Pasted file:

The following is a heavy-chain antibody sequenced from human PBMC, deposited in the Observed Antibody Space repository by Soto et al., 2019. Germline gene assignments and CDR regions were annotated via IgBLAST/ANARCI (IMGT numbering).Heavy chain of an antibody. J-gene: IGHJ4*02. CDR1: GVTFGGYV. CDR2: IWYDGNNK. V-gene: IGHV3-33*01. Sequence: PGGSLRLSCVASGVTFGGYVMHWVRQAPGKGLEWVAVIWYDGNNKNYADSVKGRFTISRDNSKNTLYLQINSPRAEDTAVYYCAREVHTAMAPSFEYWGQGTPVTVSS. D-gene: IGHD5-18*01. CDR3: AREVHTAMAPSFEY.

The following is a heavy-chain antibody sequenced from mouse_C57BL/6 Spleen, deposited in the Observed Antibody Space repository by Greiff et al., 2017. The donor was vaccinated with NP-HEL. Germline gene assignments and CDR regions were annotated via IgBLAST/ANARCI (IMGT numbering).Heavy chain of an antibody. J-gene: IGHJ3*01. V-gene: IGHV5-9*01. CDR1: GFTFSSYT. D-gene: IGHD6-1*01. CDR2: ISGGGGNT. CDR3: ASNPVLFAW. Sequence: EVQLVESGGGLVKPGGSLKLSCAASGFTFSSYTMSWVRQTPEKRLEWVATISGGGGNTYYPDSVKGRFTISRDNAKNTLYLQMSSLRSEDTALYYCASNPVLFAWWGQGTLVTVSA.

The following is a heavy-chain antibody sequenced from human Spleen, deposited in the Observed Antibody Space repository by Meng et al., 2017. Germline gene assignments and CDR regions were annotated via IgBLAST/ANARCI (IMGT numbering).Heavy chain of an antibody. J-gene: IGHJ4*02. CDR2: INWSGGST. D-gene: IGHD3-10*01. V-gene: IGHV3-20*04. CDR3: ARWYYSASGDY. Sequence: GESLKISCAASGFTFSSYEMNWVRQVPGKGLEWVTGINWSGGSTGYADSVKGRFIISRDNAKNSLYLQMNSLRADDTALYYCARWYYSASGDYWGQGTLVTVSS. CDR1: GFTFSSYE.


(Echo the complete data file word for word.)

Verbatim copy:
The following is a heavy-chain antibody sequenced from human PBMC, deposited in the Observed Antibody Space repository by Soto et al., 2019. Germline gene assignments and CDR regions were annotated via IgBLAST/ANARCI (IMGT numbering).Heavy chain of an antibody. J-gene: IGHJ4*02. CDR1: GVTFGGYV. CDR2: IWYDGNNK. V-gene: IGHV3-33*01. Sequence: PGGSLRLSCVASGVTFGGYVMHWVRQAPGKGLEWVAVIWYDGNNKNYADSVKGRFTISRDNSKNTLYLQINSPRAEDTAVYYCAREVHTAMAPSFEYWGQGTPVTVSS. D-gene: IGHD5-18*01. CDR3: AREVHTAMAPSFEY.

The following is a heavy-chain antibody sequenced from mouse_C57BL/6 Spleen, deposited in the Observed Antibody Space repository by Greiff et al., 2017. The donor was vaccinated with NP-HEL. Germline gene assignments and CDR regions were annotated via IgBLAST/ANARCI (IMGT numbering).Heavy chain of an antibody. J-gene: IGHJ3*01. V-gene: IGHV5-9*01. CDR1: GFTFSSYT. D-gene: IGHD6-1*01. CDR2: ISGGGGNT. CDR3: ASNPVLFAW. Sequence: EVQLVESGGGLVKPGGSLKLSCAASGFTFSSYTMSWVRQTPEKRLEWVATISGGGGNTYYPDSVKGRFTISRDNAKNTLYLQMSSLRSEDTALYYCASNPVLFAWWGQGTLVTVSA.

The following is a heavy-chain antibody sequenced from human Spleen, deposited in the Observed Antibody Space repository by Meng et al., 2017. Germline gene assignments and CDR regions were annotated via IgBLAST/ANARCI (IMGT numbering).Heavy chain of an antibody. J-gene: IGHJ4*02. CDR2: INWSGGST. D-gene: IGHD3-10*01. V-gene: IGHV3-20*04. CDR3: ARWYYSASGDY. Sequence: GESLKISCAASGFTFSSYEMNWVRQVPGKGLEWVTGINWSGGSTGYADSVKGRFIISRDNAKNSLYLQMNSLRADDTALYYCARWYYSASGDYWGQGTLVTVSS. CDR1: GFTFSSYE.